Governor Sisolak signed legislation last week that gives Nevada the authority to establish a public option that is intended to provide consumers with comprehensive, but lower cost health insurance. The second state to enact such a law (Washington was first in 2019), Nevada is tasked with creating state-designed coverage to be administered by private insurers that are required to reduce premiums by addressing high health care costs.
As one means to achieve affordability, until 2030, public option premiums in each zip code must be at least five percent lower than the reference premium for that zip code. In addition, the average public option premiums must be at least 15 percent lower than the average reference premium in the state. Lastly, premiums can’t increase by a percentage greater than the increase in the Medicare Economic Index (i.e., inflation) for that year.
To fund the public option, the law created the Public Option Trust Fund to be administered by the state treasurer. Important to the affordability of public option plans, the balance in the Public Option Trust Fund at the end of each fiscal year carries into the next fiscal year rather than reverting to State General Fund. As such, if the Treasurer deems that there are additional funds available for the fiscal year, these can be used to increase affordability of the plans (e.g., lower premiums). To start, the legislature appropriated $1,639,366 to the Public Option Trust Fund for use by June 2023, and appropriated relevant funds to DHHS and the Exchange.
The bill also directs DHHS, DOI, and the Exchange to apply for federal funding that may be available to help finance operation of the program (to be held in the Fund). Additionally, it directs the agencies to apply for any relevant federal waivers that may be necessary to implement the program, including 1115 demonstration and 1332 innovation waivers that can be used to secure federal insurance subsidies to purchase public option QHPs, as well as to combine the risk pools for the public option and Medicaid. The latter is contingent on analysis projecting that combining risk pools can lower costs. The law requires relevant agencies to apply for federal waivers by 2024 but to also conduct an actuarial study of the bill’s impact on premiums prior to applying.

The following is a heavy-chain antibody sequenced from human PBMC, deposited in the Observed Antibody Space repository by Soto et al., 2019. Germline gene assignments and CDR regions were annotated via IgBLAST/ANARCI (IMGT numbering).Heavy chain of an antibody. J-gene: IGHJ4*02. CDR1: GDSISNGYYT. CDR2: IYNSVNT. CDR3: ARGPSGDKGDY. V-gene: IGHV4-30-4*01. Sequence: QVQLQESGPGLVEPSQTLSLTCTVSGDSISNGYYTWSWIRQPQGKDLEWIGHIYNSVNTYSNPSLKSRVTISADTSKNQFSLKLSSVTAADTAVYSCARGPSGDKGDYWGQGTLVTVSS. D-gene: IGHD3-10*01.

Specifically, the legislature seeks to determine the impact of repealing one controversial component: requiring specific providers to participate in the public option networks.
Assuring Provider Participation
Nevada will conduct a statewide competitive bidding process for insurers to administer the public option and requires all managed care organizations contracted to deliver services for the state’s Children’s Health Insurance Program (CHIP) and Medicaid to submit a proposal.
The state aims to prioritize insurer applicants with networks that:
- align the providers across the public option and state Medicaid program,
- include rural and safety-net providers,
- strengthen the primary care and behavioral health workforce (particularly in rural areas),
- accept value-based payment models,
- decrease disparities in access and outcomes and provide culturally competent care.
Ultimately, DHHS is authorized to administer the public option if these goals cannot be accomplished by contracting with a private insurer.
Similar to the requirement of insurers, every provider that participates in Medicaid, provides care for enrollees of the state employee health plan, or provides care to injured workers who receive workers compensation must enroll as a participating provider in at least one network of providers established in the public option.
Addressing Health Care Costs
Recent research indicates that commercial insurers reimburse hospitals, on average, 247 percent of what Medicare pays for the exact same services. With an interest to contain rising health costs, a growing number of states are exploring policies to lower commercial reimbursement rates to be more in line with Medicare’s cost-based rates. For example, Washington’s public option legislation capped reimbursement rates to providers at 160 percent of Medicare, with a minimum reimbursement of 101 percent to rural hospitals and 135 percent to primary care providers.
However, Nevada’s law doesn’t set a specific rate or reimbursement cap. Instead, the law includes a provision that, in the aggregate, reimbursements by the public option must be comparable to, or “better than,” those paid by Medicare. The lack of specificity leaves room for interpretation and debate among stakeholders that will likely need to be addressed through regulation.
The enactment of Nevada’s public option provides a pathway to leverage its state-based exchange to further reduce the state’s uninsured rate while addressing health care costs by targeting reimbursements on hospitals’ costs more so than on its charges. As the price of care continues to rise, and the federal government explores a possible federal public option, state action to address health care costs continues to create meaningful change and serves as a laboratory for nationwide policy. As additional states pursue such policies, NASHP will continue to update its tracker of state legislative action to lower health system costs.